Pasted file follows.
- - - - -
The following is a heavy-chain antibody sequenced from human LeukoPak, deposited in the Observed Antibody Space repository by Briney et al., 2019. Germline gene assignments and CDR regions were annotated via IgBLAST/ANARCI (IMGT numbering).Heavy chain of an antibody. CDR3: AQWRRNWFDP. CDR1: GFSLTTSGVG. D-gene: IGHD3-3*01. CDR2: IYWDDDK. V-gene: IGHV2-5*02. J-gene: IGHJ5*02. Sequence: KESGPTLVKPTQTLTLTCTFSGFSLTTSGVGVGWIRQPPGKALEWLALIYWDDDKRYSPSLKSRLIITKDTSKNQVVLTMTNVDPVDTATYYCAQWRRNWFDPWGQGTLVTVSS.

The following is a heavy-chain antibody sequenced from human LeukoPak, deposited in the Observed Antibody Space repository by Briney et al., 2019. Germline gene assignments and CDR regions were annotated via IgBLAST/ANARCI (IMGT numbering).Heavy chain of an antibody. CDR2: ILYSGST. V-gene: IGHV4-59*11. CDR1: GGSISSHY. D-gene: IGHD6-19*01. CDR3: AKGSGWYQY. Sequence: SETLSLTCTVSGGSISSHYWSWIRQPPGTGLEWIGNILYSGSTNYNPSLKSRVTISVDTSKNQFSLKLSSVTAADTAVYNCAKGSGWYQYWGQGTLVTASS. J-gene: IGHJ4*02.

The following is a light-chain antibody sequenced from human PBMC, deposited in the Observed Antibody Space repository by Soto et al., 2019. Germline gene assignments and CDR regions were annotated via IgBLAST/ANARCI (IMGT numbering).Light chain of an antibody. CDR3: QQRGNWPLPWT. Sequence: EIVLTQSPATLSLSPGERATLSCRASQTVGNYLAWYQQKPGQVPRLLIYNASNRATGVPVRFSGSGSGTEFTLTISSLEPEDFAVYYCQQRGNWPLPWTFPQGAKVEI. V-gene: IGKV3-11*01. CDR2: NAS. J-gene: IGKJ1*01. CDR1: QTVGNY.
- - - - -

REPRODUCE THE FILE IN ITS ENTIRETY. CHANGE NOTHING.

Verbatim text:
The following is a heavy-chain antibody sequenced from human LeukoPak, deposited in the Observed Antibody Space repository by Briney et al., 2019. Germline gene assignments and CDR regions were annotated via IgBLAST/ANARCI (IMGT numbering).Heavy chain of an antibody. CDR3: AQWRRNWFDP. CDR1: GFSLTTSGVG. D-gene: IGHD3-3*01. CDR2: IYWDDDK. V-gene: IGHV2-5*02. J-gene: IGHJ5*02. Sequence: KESGPTLVKPTQTLTLTCTFSGFSLTTSGVGVGWIRQPPGKALEWLALIYWDDDKRYSPSLKSRLIITKDTSKNQVVLTMTNVDPVDTATYYCAQWRRNWFDPWGQGTLVTVSS.

The following is a heavy-chain antibody sequenced from human LeukoPak, deposited in the Observed Antibody Space repository by Briney et al., 2019. Germline gene assignments and CDR regions were annotated via IgBLAST/ANARCI (IMGT numbering).Heavy chain of an antibody. CDR2: ILYSGST. V-gene: IGHV4-59*11. CDR1: GGSISSHY. D-gene: IGHD6-19*01. CDR3: AKGSGWYQY. Sequence: SETLSLTCTVSGGSISSHYWSWIRQPPGTGLEWIGNILYSGSTNYNPSLKSRVTISVDTSKNQFSLKLSSVTAADTAVYNCAKGSGWYQYWGQGTLVTASS. J-gene: IGHJ4*02.

The following is a light-chain antibody sequenced from human PBMC, deposited in the Observed Antibody Space repository by Soto et al., 2019. Germline gene assignments and CDR regions were annotated via IgBLAST/ANARCI (IMGT numbering).Light chain of an antibody. CDR3: QQRGNWPLPWT. Sequence: EIVLTQSPATLSLSPGERATLSCRASQTVGNYLAWYQQKPGQVPRLLIYNASNRATGVPVRFSGSGSGTEFTLTISSLEPEDFAVYYCQQRGNWPLPWTFPQGAKVEI. V-gene: IGKV3-11*01. CDR2: NAS. J-gene: IGKJ1*01. CDR1: QTVGNY.